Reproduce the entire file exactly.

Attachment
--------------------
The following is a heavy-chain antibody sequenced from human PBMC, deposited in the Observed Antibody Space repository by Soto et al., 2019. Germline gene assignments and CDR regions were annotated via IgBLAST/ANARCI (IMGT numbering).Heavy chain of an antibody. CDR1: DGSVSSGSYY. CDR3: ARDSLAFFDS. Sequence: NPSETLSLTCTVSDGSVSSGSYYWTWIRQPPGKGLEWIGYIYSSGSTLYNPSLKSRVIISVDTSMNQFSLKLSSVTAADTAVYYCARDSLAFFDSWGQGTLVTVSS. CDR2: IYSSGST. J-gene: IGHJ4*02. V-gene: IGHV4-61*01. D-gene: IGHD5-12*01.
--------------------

The following is a heavy-chain antibody sequenced from human PBMC, deposited in the Observed Antibody Space repository by Soto et al., 2019. Germline gene assignments and CDR regions were annotated via IgBLAST/ANARCI (IMGT numbering).Heavy chain of an antibody. CDR1: DGSVSSGSYY. CDR3: ARDSLAFFDS. Sequence: NPSETLSLTCTVSDGSVSSGSYYWTWIRQPPGKGLEWIGYIYSSGSTLYNPSLKSRVIISVDTSMNQFSLKLSSVTAADTAVYYCARDSLAFFDSWGQGTLVTVSS. CDR2: IYSSGST. J-gene: IGHJ4*02. V-gene: IGHV4-61*01. D-gene: IGHD5-12*01.